After removing the rows with missing values, we see that the dataset is reduced to 712 rows from 891, which means we are data waste. Machine learning models need data to train and perform well. So, let’s preserve the data and use it as much as possible. More on that below.

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4. Creating dummy variables

Instead of wasting our data, let’s convert the Pclass, Sex and Embarked to columns in Pandas and drop them after conversion.

dummies = []
cols = ['Pclass', 'Sex', 'Embarked']
for col in cols:
   dummies.append(pd.get_dummies(df[col]))

So…

titanic_dummies = pd.concat(dummies, axis=1)

Now we have transformed eight columns in which 1, 2 and 3 represent the passenger class.

Finally U.S chain to the original data frame, per column:

df = pd.concat((df,titanic_dummies), axis=1)

Now that we have converted Pclass, Sexand Embarked values ​​to columns, we remove redundant columns from the data frame.

df = df.drop(['Pclass', 'Sex', 'Embarked'], axis=1)

Let’s take a look at the new data block:

>>>df.info()
PassengerId 891 non-null int64
Survived 891 non-null int64
Age 714 non-null float64
SibSp 891 non-null int64
Parch 891 non-null int64
Fare 891 non-null float64
1 891 non-null float64
2 891 non-null float64
3 891 non-null float64
female 891 non-null float64
male 891 non-null float64
C 891 non-null float64
Q 891 non-null float64
S 891 non-null float64

Data preprocessing using Pandas and Matplotlib

Learn more about dummy variablesBeware of dummy variable trap in pandas

5. Take care of missing data

Everything is clean now except Age, which has a lot of missing values. Calculate a median or interpolate() all ages and fill in missing age values. Pandas have a interpolate() function that will replace all missing NaNs with interpolated values.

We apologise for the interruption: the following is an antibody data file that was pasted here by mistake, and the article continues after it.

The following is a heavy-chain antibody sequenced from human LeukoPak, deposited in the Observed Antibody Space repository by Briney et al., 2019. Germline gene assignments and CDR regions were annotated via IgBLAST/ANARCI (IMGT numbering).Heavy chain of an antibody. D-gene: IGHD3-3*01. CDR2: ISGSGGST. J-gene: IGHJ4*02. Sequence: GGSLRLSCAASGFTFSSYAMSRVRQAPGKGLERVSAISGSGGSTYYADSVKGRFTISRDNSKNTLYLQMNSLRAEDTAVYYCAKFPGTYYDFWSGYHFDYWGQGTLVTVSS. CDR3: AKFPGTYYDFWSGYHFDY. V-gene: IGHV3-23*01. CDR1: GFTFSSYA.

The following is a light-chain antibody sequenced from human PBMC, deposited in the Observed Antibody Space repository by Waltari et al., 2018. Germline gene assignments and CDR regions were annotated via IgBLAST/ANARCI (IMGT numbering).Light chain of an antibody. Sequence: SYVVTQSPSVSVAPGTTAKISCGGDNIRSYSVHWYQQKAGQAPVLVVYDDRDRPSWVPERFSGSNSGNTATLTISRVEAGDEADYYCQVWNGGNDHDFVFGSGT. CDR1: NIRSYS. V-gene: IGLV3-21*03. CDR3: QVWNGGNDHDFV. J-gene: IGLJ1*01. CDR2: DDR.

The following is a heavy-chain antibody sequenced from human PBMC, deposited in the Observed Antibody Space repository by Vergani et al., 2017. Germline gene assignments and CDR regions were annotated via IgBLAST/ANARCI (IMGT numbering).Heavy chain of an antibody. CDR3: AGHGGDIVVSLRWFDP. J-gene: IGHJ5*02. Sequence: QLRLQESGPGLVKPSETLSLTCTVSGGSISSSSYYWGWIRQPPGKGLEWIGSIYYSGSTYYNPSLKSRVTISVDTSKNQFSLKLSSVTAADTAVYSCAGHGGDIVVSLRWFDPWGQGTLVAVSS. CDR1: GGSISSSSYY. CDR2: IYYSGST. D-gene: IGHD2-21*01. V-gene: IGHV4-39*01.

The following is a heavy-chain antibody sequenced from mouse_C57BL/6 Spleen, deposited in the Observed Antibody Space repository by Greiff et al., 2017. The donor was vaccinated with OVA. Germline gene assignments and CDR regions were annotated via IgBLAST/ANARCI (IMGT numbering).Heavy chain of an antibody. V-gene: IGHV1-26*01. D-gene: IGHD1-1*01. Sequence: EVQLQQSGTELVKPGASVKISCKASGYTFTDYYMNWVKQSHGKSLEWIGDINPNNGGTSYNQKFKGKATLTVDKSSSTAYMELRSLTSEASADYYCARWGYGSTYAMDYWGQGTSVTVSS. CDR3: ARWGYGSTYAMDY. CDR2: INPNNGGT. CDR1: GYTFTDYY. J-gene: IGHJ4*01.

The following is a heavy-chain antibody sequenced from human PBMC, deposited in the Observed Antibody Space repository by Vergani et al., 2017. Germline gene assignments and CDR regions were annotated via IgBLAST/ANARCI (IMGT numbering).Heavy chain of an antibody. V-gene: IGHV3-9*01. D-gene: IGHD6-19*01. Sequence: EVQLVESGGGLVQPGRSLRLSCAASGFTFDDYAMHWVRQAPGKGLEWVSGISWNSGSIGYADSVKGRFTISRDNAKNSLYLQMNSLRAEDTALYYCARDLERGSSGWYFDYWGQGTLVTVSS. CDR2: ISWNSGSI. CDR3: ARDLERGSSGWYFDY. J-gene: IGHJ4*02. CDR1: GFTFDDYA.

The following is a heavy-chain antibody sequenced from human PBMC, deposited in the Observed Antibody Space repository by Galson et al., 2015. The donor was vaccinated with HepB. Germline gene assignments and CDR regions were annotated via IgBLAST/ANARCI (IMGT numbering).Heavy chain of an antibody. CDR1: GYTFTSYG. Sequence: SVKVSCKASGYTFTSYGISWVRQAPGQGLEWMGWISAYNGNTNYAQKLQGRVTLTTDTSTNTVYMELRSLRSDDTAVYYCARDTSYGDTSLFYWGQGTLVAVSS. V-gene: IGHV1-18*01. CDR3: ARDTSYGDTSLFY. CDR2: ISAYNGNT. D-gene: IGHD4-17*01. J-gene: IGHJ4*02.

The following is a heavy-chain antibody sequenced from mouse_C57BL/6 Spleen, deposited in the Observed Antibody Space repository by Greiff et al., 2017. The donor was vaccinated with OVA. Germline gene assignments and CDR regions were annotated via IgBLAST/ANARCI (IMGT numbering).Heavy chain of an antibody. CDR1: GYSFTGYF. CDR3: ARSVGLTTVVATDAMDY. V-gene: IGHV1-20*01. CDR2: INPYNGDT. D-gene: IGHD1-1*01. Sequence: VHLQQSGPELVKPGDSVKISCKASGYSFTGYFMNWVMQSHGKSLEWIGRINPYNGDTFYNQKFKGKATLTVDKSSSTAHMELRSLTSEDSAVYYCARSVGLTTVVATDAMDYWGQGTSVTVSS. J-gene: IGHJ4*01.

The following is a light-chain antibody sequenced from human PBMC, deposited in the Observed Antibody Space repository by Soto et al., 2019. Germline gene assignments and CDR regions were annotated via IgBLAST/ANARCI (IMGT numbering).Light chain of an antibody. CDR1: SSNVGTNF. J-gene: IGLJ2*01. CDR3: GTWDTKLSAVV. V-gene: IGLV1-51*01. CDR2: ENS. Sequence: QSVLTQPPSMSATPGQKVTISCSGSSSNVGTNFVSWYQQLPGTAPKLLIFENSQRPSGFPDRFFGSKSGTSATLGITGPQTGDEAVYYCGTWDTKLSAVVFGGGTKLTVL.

df['Age'] = df['Age'].interpolate()

Now let’s look at the data columns. To remark Ageis now interpolated with the new imputed values.

>>>df.info()
Data columns (total 14 columns):
PassengerId 891 non-null int64
Survived 891 non-null int64
Age 891 non-null float64
SibSp 891 non-null int64
Parch 891 non-null int64
Fare 891 non-null float64
1 891 non-null float64
2 891 non-null float64
3 891 non-null float64
female 891 non-null float64
male 891 non-null float64
C 891 non-null float64
Q 891 non-null float64

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6. Convert data frame to NumPy

Now that we’ve converted all the data to integers, it’s time to prepare the data for the machine learning models. This is where scikit-learn and NumPy come in:

X= input set with 14 attributes

y = Small y output, in this case Survived

Now we convert our dataframe from Pandas to NumPy and assign the input and output:

X = df.values
y = df['Survived'].values

X has always Survived values ​​it contains, which should not be there. So we drop the NumPy column, which is the first column.

7. Divide the dataset into training data and test data

Now that we are ready with X and ylet’s split the dataset: we’ll allocate 70% to training and 30% to testing using scikit model_selection.

from sklearn.model_selection import train_test_split
X_train, X_test, y_train, y_test = train_test_split(X, y, test_size=0.3, random_state=0)

And that’s it, friends. You can now preprocess the data yourself. Go ahead and try it yourself to start building your own models and making predictions.